• Year 1         phonic screening
    • Year 2         tests in reading, writing (including grammar, punctuation and spelling) and math
    • Year 6         tests in reading, grammar, punctuation & spelling and maths

 

As a result of assessment, teachers are able to adapt their lessons and the curriculum to make sure they are fully meeting the needs of the children. Additional interventions would be put in place for any specific needs identified.

 

How do we track the children’s achievement?

  • We use a tracking software called ‘Insight’ to record assessments of the children in reading, writing and maths three times a year
  • These assessments are now based on whether children are ‘entering’, ‘developing', 'expected' or 'working at greater depth' against age related expectations The definitions below explain what the terms mean at the end of the year when they are reported to parents.

Below average – working at a year group below their actual age

Entering – just beginning to work within their year group expectations

Developing - just below but nearly there

Expected – doing well

Greater depth – doing very well

 

Following the introduction of a ‘mastery’ curriculum, children’s learning is deepened and embedded to ensure they are really secure in it before moving on to new learning.

 

How do we ensure judgements are accurate?

  • In order to ensure accuracy, we are using reading ages from Accelerated Reader, benchmarking and RWInc results for reading. To assist with writing, we have produced writing criteria which are used across the trust. We also use NFER tests at the end of every term in Years 2 - 5 for reading and maths (Summer Term for Y1 and Autumn Term for Y2). Staff meeting time is given for staff to work together with colleagues within the school and colleagues at other schools to moderate assessments.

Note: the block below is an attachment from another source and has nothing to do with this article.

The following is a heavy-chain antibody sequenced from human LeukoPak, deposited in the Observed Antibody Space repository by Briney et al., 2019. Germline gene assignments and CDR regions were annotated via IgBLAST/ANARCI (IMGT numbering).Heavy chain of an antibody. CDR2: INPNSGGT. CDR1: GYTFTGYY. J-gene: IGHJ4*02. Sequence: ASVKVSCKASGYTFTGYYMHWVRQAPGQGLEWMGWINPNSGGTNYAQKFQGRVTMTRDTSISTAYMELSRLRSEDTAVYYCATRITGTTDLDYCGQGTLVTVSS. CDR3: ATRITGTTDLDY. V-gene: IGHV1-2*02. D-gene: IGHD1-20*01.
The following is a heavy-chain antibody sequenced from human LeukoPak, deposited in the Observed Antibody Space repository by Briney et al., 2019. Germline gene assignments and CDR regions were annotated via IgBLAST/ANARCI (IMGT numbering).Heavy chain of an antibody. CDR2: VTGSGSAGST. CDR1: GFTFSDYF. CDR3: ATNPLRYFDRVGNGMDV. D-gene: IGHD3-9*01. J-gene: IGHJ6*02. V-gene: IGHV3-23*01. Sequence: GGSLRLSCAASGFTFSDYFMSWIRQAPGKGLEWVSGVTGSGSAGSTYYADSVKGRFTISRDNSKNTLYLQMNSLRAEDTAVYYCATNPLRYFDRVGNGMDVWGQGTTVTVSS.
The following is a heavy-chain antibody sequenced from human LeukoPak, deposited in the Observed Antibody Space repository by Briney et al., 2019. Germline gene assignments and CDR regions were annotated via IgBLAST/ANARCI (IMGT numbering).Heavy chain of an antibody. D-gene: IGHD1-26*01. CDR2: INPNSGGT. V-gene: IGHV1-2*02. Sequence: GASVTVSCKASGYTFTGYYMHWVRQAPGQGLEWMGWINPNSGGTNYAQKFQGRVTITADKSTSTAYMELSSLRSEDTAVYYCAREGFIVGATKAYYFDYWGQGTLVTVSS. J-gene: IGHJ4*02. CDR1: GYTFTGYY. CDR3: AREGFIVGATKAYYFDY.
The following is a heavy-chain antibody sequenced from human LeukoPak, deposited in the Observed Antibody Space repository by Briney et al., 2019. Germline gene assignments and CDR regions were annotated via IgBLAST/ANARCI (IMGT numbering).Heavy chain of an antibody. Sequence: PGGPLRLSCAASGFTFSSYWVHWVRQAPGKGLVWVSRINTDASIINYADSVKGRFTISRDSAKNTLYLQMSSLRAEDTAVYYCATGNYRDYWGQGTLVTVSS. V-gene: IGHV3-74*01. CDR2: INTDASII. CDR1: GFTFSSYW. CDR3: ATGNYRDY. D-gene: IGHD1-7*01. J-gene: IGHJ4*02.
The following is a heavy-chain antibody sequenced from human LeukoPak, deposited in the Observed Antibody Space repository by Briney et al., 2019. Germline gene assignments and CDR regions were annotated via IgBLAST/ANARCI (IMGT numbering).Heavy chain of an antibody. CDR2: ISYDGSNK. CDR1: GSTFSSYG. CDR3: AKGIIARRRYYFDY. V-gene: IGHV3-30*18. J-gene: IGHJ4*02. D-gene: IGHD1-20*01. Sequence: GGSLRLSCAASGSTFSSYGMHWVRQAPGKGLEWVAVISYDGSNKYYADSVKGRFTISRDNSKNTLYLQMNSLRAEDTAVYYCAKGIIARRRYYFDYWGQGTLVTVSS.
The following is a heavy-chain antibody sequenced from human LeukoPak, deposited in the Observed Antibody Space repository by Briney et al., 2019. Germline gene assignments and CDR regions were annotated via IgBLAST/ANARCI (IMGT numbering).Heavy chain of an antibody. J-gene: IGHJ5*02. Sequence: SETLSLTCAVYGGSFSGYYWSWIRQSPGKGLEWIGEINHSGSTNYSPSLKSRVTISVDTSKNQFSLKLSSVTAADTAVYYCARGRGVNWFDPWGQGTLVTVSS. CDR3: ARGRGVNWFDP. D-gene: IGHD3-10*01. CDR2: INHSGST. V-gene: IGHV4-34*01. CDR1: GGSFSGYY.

• Senior Leaders check children’s assessments match the work in their books by looking at a selection termly and all children at the end of each year.
  • Children in reception will also be using a baseline assessment shared across the LAT. This helps to assess what they can do when they enter school.
  • All of these additional supports form part of the teachers’ judgement alongside the children’s daily learning, work in their books and formative assessment

 

What do we do with this data?

The main purpose of assessment data is to inform future learning for each child. Teachers and senior leaders use it to ensure that all children and groups (including pupil premium children) receive the education best suited to their needs which will ensure excellent attainment and progress for all. Teachers meet senior leaders termly to review the progress of pupils. Governors are given an overview of the achievement of each class and cohort termly.

 

Parents are kept informed about their child’s achievement at Parents’ Evenings and through annual reports. If there is a concern about a child’s progress, the parent will be contacted to discuss additional support the school and home can provide for the child.

Top